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Wooden pallets have inherently better hygiene properties than plastic equivalents, making them a more suitable choice for food, drink and pharmaceutical supply chains, according to new research from the Institute for Wood Technology Dresden.

The study, commissioned by EPAL Germany, carried out between February 2018 and December 2019, compared the microbial properties of standard EPAL Euro pallets and H1 plastic pallets.

It found that wooden pallets have an antibacterial activity that is more than thirteen times higher than that of the H1 plastics and bacteria had a lower survival rate on the wooden surface compared with plastic. It showed clearly that the rough sections caused by wear on the surface of plastic pallets provide ideal conditions for the growth of bacteria. Meanwhile, the natural antibacterial properties in wood prevent microorganisms from spreading.

The research concluded that wooden pallets are suitable for use in hygiene-sensitive areas – which could include chemicals, food processing and transport.

The pallets in the study were sourced from a dealer in the load carrier sector and had all been used at least once. They were not cleaned before testing and were tested according to certified methods using the germs escherichia coli and staphylococcus aureus.

The conclusion of the tests stated: “Bacteria on wood do not survive as well as on plastic. It can therefore be assumed that in the critical foodstuffs sector, wooden pallets can be used. However, this does still require – as it does for plastic pallets – strict compliance with hygiene regulations during the production, transport and storage of foodstuffs and continuous monitoring of the pallet quality as well as regular cleaning.”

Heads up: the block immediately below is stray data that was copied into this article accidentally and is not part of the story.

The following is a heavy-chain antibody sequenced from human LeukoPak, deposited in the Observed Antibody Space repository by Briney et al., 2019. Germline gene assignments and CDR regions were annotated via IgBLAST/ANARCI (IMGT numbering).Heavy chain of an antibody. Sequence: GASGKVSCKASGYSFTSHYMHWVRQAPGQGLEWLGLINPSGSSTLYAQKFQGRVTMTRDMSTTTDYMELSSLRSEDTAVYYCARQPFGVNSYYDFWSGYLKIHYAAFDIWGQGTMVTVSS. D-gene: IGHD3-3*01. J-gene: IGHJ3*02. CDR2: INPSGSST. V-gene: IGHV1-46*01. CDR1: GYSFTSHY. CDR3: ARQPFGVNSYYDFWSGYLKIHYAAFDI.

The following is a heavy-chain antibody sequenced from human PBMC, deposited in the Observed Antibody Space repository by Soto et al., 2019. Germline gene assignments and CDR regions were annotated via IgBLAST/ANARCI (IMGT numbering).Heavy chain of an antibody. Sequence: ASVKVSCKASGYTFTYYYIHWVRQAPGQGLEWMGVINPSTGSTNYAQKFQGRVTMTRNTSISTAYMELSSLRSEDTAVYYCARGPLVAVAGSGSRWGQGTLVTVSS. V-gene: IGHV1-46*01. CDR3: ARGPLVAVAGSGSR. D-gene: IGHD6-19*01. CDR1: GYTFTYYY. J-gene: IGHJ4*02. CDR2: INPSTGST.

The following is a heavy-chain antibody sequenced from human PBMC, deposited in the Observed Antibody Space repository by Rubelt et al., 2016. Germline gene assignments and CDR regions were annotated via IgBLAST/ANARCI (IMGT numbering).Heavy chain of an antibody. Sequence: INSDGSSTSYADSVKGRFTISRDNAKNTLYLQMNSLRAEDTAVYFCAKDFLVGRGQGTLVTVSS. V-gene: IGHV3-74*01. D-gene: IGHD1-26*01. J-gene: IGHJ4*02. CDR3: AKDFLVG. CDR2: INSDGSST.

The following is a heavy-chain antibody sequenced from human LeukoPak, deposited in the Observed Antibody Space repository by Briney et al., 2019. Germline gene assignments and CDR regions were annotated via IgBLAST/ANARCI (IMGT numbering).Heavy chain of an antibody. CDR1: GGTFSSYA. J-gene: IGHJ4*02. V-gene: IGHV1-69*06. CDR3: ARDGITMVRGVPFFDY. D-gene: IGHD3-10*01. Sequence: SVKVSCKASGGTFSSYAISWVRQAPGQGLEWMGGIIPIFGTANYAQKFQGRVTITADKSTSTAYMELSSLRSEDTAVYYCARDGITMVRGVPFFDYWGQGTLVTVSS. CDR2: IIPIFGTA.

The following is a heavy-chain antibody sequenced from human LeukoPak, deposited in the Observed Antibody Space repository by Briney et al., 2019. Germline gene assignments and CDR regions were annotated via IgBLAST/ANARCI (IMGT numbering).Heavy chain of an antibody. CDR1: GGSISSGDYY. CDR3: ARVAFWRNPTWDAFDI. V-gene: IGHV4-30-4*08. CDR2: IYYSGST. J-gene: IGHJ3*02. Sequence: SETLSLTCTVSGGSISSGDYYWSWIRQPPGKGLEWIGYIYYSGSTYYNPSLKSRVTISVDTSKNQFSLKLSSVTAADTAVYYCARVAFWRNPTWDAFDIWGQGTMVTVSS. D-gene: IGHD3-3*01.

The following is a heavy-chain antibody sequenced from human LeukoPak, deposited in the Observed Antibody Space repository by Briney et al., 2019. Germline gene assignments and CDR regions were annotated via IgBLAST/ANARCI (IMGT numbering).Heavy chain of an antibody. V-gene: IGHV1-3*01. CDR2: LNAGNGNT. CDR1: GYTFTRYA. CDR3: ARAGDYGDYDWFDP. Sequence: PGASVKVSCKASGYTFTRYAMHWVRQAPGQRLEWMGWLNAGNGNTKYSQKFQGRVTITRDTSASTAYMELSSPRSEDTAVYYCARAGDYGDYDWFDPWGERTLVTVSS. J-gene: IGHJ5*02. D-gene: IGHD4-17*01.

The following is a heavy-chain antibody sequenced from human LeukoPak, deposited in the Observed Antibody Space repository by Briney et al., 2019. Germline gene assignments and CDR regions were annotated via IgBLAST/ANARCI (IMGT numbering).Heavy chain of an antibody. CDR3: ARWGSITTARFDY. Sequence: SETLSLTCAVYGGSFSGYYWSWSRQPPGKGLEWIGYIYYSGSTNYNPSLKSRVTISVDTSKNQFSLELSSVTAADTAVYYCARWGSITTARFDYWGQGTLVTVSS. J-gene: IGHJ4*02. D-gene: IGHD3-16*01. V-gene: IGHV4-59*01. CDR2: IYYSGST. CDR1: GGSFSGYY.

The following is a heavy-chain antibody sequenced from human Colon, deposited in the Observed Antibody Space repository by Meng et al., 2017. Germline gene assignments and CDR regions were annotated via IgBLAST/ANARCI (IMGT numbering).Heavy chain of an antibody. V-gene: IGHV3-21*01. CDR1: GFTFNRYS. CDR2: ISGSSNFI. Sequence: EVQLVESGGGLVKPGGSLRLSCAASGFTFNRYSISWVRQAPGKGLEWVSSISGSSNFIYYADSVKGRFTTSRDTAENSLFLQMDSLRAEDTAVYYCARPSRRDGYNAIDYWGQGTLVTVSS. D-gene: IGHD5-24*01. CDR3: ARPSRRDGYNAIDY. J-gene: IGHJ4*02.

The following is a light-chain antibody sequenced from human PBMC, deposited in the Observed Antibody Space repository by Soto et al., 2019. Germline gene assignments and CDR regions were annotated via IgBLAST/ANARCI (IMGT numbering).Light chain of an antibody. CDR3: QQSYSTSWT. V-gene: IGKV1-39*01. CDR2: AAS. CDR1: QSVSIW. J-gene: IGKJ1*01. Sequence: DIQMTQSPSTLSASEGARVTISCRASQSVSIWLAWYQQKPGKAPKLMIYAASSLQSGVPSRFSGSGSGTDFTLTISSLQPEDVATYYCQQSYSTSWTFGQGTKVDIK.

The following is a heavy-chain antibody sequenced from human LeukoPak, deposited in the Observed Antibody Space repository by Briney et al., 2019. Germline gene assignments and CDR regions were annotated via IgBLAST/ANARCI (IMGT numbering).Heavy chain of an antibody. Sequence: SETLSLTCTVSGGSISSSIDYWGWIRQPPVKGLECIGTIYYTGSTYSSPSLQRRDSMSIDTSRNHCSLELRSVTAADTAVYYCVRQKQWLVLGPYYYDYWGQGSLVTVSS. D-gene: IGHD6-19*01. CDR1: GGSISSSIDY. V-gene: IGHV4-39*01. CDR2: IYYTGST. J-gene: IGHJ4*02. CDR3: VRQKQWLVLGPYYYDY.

The tests also proved that with the correct cleaning bacteria and fungi on wooden pallets can be removed effectively – contrary to claims that have been made by plastic pallet producers.

The findings of this latest study add to previous research, including the 2016 report by Aviat et al, which reviewed 86 publications to ascertain whether contact between wood and food is safe. This concluded that wood is suitable because its often-rough surface and porous structure often creates conditions that are unfavourable to microorganisms.

Other studies carried out on behalf of EPAL include intensive practical trials on its CP pallets at the Dortmund-based Material Flow and Logistics IML packaging lab, the Fraunhofer Institute. The tests demonstrated these pallets’ suitability for use with bagged goods and drums and conformity to complex requirements of the chemical industry for high-quality wooden load carriers.

EPAL wooden pallets specifically are kiln dried so they are ISPM15 compliant as standard – and can therefore be used whatever Brexit scenario occurs at the end of this year. Other benefits of using EPAL pallets are that they are safe for loads of up to 1.25 tonnes; the kiln drying gives them extra strength and durability; and they are specified ‘as new’ whenever they are repaired.

To see the results of the study, go to: www.epal-pallets.org/ fileadmin/user_upload/ntg_package/images/Hygienestudy/EPAL_Germany_Hygiene_Study_GB.pdf

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